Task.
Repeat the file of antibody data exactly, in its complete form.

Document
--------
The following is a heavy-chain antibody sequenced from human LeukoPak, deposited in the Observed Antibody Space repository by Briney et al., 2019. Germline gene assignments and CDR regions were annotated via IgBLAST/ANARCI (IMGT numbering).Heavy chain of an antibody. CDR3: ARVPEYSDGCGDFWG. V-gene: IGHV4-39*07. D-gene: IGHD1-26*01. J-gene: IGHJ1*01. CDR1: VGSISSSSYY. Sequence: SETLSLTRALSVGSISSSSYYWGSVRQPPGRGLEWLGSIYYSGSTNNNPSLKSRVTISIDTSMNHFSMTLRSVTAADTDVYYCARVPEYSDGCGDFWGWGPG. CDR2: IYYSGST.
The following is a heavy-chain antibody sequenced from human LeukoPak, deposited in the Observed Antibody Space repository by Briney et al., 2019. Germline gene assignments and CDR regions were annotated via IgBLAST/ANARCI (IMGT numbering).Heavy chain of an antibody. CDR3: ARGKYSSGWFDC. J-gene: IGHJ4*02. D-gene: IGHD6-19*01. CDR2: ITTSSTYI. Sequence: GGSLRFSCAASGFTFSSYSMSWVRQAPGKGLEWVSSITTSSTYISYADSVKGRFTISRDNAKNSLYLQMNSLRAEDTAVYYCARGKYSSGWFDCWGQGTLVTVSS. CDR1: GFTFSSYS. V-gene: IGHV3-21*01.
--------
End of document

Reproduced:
The following is a heavy-chain antibody sequenced from human LeukoPak, deposited in the Observed Antibody Space repository by Briney et al., 2019. Germline gene assignments and CDR regions were annotated via IgBLAST/ANARCI (IMGT numbering).Heavy chain of an antibody. CDR3: ARVPEYSDGCGDFWG. V-gene: IGHV4-39*07. D-gene: IGHD1-26*01. J-gene: IGHJ1*01. CDR1: VGSISSSSYY. Sequence: SETLSLTRALSVGSISSSSYYWGSVRQPPGRGLEWLGSIYYSGSTNNNPSLKSRVTISIDTSMNHFSMTLRSVTAADTDVYYCARVPEYSDGCGDFWGWGPG. CDR2: IYYSGST.
The following is a heavy-chain antibody sequenced from human LeukoPak, deposited in the Observed Antibody Space repository by Briney et al., 2019. Germline gene assignments and CDR regions were annotated via IgBLAST/ANARCI (IMGT numbering).Heavy chain of an antibody. CDR3: ARGKYSSGWFDC. J-gene: IGHJ4*02. D-gene: IGHD6-19*01. CDR2: ITTSSTYI. Sequence: GGSLRFSCAASGFTFSSYSMSWVRQAPGKGLEWVSSITTSSTYISYADSVKGRFTISRDNAKNSLYLQMNSLRAEDTAVYYCARGKYSSGWFDCWGQGTLVTVSS. CDR1: GFTFSSYS. V-gene: IGHV3-21*01.